September 2007 - Posts
Let's recap the day's highlights.
- I got a raise
- My UFE mentees finished riding their exam
- I got a Cinnabon
- My face appeared on the cover of TIME magazine.
I know what you're thinking. Wow, Cinnabon. Yes, it was as delicious aroma wafting through Union Station promises you. It's not exactly a balanced meal for dinner, but my UFE mentees finished their exam, so I figured I would celebrate with a ultra-sugary pastry.
The deliciousness was fantastically awesome.
All in all, a successful day. Does it get any better than this?
Yes - I have the day off tomorrow as well. Sweet.
I'm using a day off that I was entitled to take a few weeks ago - so I'm not even using up one of my 'regular' vacation days. Good times.
There is no relationship that I'm willing to draw between this short update and this video courtesy of greengoddess at Videosift featuring a woman who can do anything with her feet, aside from the fact that it's also awesome. Enjoy.
When you get your first digital SLR camera, two things happen:
- You end up taking more photos, because the camera is so much faster.
- Each individual photos is generally also larger, because a typical dSLR will be higher rez (more megapixels) than a plain compact digital camera.
I've been busy lately, which has cut back on the amount of time I have to delete the "b-class" photos or to just burn extra photos onto DVDs, 'just in case' I decide I want to keep more of them.
If I shoot my entire memory card full, that's another 2 GB tossed into the hard drive. At this rate, I'm going to run out of room before the end of 2008, assuming I don't increase the frequency of my photo sprees.
The nice thing, at least, is that I've been given my own personal photo storage folder on the network at work for the pictures I take that are work-related.
I should really do some quick math to compare the number of photos I take just 'for myself' versus the amount I take for the office to see where all my energy is going. I'm going to bet it's an 80-20 split. I'll have to revisit this guesstimate later.
Making my photo-deletion job a somewhat unfortunate bit easier is the fact that I've neglected to keep my lens pristine. There's a few specks on it that wrecked a few shots, particularly a series of sunset photos which'll need some love from Photoshop or a similar program. At least the fact that I'll have to do some touch-up work to those photos to make them usable makes it easier for me to hit the delete button when I have several similar shots.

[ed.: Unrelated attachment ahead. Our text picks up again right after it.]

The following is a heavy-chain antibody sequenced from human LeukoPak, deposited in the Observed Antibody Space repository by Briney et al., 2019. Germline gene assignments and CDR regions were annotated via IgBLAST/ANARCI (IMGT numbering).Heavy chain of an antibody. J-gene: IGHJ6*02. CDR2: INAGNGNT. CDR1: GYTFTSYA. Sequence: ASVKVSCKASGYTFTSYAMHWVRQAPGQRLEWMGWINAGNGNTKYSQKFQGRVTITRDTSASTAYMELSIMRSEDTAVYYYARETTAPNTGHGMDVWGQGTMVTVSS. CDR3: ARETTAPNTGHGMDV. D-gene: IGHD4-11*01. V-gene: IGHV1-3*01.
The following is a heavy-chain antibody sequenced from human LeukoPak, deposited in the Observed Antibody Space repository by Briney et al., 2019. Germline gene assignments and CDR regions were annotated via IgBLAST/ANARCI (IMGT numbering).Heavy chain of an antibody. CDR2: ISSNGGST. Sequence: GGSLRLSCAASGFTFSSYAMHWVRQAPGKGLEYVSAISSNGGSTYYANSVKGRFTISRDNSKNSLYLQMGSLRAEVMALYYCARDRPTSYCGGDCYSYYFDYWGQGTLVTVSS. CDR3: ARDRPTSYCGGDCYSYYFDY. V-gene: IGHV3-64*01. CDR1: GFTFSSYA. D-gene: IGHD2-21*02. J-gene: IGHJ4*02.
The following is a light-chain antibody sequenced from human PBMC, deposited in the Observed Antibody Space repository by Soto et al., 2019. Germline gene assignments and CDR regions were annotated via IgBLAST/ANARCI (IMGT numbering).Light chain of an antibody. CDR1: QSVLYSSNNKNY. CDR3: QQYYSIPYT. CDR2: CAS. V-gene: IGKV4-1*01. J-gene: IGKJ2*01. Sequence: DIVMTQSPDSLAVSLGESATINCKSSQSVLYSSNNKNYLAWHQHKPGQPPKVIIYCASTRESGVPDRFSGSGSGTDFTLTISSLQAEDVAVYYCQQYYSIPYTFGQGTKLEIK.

An after-hours melee has sent at least one man to hospital with a stab wound from a broken beer bottle.
Shortly after midnight, Toronto police responded to calls from security on Roncesvalles Avenue, who were on site to guard equipment from the weekend street festival.
Security explained that a brawl had broken out: a lop-sided “40 versus 25" battle. The melee broke out after one man was stabbed near the corner of Roncesvalles and Fern Avenues.
The running battle stretched six blocks across the street, as observed by the spread of police arresting suspects.
Participants in the fight grabbed blunt objects, including poles, chairs and flower pots, reported a custodian of the Credit Union facing the site of the stabbing.
Police responded quickly, arriving in time to stop and handcuff at least six suspects, including one man with a backpack who was repeatedly told to “stop resisting”.
The stabbing victim was taken to St. Joseph’s Hospital while the police continued their investigation by taping off their crime scene, located in storefront of an abandoned pharmacy.
While the victim was being stabilized by paramedics, police had to instruct a fire engine to leave the scene, as it had stopped on the road on top of blood presumably related to the altercation.
Polish Festival security believed that police would wrap up their investigation in time for the resumption of the second day of the street festival in the morning.
This summer saw a rash of phishing attacks on customers of TD Canada Trust.
Opportunistic crackers suckered people unfamiliar with the Internet into giving away their banking information.
The gist of the scam is like this:
- "Someone is attacking your bank account."
- "Please go to our website to confirm your information."
- "Then you'll be safe."
The scam is as brilliant as it is insidious: